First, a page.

MENU
component-ddb-728x90-v1-01-desktop

Hanford debt collector first to sound alarm in massive fraud case

Pictured is a portion of the list of charges from Kern Community College District accounts that officials later determined to be fraudulent.

As large as it was, the $19 million fraud case involving checking accounts tied to local school accounts could've been much bigger if not for the sharp eye of a Hanford debt collector, officials said Monday.

"I think it would've been captured without Vicky Callahan," said Joseph Grubbs, who speaks for both the Kern Community College District and the Kern Superintendent of Schools. "However, I don't know how much longer it would've taken and how many more millions of dollars that would've meant."

Callahan works for Kings Credit Services.

"She's looking at how accounts are paid, and she happens to see that she has two separate people that are paying their own accounts, and I don't know what they were, PG&E, a cellphone account or whatever, it was paid out of the same account, our account number," Grubbs said.

Callahan's first call to the district was Feb. 3. Emails obtained by Eyewitness News through public record law show a conversation among district officials about her call which say in part, "Kings Credit Services is willing to share information and possibly recordings of conversations."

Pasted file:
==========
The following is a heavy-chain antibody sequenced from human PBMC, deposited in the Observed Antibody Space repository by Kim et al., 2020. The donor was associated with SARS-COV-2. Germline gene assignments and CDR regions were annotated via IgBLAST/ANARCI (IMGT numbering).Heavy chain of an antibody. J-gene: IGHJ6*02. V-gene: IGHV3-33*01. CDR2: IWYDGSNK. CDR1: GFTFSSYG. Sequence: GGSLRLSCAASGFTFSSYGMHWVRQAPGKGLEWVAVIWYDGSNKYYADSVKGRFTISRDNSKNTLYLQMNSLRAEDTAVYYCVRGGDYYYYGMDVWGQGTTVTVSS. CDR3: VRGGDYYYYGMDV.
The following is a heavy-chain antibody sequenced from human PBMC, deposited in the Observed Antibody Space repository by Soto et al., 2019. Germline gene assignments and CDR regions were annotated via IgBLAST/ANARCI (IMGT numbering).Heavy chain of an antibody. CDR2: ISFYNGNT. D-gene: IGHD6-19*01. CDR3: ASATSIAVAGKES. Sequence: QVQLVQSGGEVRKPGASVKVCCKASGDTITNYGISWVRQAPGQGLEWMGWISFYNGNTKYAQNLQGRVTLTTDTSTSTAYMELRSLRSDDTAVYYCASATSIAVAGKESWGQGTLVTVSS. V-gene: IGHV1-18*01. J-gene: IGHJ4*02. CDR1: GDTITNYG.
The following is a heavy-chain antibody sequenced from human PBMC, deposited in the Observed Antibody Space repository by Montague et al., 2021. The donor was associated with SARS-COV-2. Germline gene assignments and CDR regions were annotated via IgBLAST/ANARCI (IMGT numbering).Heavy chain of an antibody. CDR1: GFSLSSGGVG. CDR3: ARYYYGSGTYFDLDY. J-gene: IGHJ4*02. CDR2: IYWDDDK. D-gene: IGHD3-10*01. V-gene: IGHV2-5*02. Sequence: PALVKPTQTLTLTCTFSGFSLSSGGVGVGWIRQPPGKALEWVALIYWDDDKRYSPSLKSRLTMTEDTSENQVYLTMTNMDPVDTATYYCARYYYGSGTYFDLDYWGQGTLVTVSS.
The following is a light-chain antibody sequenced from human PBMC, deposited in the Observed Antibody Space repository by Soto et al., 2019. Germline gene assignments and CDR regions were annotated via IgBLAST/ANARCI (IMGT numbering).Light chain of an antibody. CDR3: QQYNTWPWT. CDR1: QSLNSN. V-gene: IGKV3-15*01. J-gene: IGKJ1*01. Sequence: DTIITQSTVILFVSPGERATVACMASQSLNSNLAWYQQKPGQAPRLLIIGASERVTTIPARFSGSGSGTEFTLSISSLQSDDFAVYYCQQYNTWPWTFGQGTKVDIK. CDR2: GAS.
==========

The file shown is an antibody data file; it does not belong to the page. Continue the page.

"I would say Vicky Callahan is the hero of this story, absolutely," Grubbs said.

Callahan's messages also mention the possibility of a district employee involved in the illegal activity, but Grubbs was quick to downplay the probability.

"The name she provided us with, we can say that person is not and has never been an employee of the Kern Community College District," he said, adding that to date no one has been disciplined by the college district in connection with the case.

Also spotted in the district emails was evidence of a check being altered, something Grubbs said is a totally unrelated fraud, likely attributable to a burglary.

But authorities believe the same system vulnerability that allowed the bad check through could also be responsible for the broader fraud problem.

The schools use what's referred to as a "positive pay" system for their banking. The school accountants send Wells Fargo a list of all the approved debits from their accounts. If there's a transaction that is in conflict with the list, it's flagged as an "exception" in the school's online banking portal. But the school's default setting for exceptions was to pay them.

The schools have maintained since the beginning of the investigation that they did not have access to this account information. They have said that the county's treasurer and auditor-controller were responsible for reconciling their accounts, something the county denies.

Wells Fargo has since advised the schools to change their default setting to return questionable checks, something Grubbs said has been done.

The county's treasurer reported Monday that 84 percent of the missing money has been recovered, leaving just under $2.8 million outstanding.

Trending